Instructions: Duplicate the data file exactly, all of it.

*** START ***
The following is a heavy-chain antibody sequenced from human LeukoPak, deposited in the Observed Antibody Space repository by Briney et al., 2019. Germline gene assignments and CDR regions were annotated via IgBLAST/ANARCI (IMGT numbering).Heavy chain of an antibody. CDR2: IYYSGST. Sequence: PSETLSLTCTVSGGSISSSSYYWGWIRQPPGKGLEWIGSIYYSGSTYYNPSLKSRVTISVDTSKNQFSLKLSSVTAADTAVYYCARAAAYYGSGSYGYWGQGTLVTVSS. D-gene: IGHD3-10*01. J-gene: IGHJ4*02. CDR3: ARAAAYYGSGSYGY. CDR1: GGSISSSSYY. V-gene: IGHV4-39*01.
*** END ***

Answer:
The following is a heavy-chain antibody sequenced from human LeukoPak, deposited in the Observed Antibody Space repository by Briney et al., 2019. Germline gene assignments and CDR regions were annotated via IgBLAST/ANARCI (IMGT numbering).Heavy chain of an antibody. CDR2: IYYSGST. Sequence: PSETLSLTCTVSGGSISSSSYYWGWIRQPPGKGLEWIGSIYYSGSTYYNPSLKSRVTISVDTSKNQFSLKLSSVTAADTAVYYCARAAAYYGSGSYGYWGQGTLVTVSS. D-gene: IGHD3-10*01. J-gene: IGHJ4*02. CDR3: ARAAAYYGSGSYGY. CDR1: GGSISSSSYY. V-gene: IGHV4-39*01.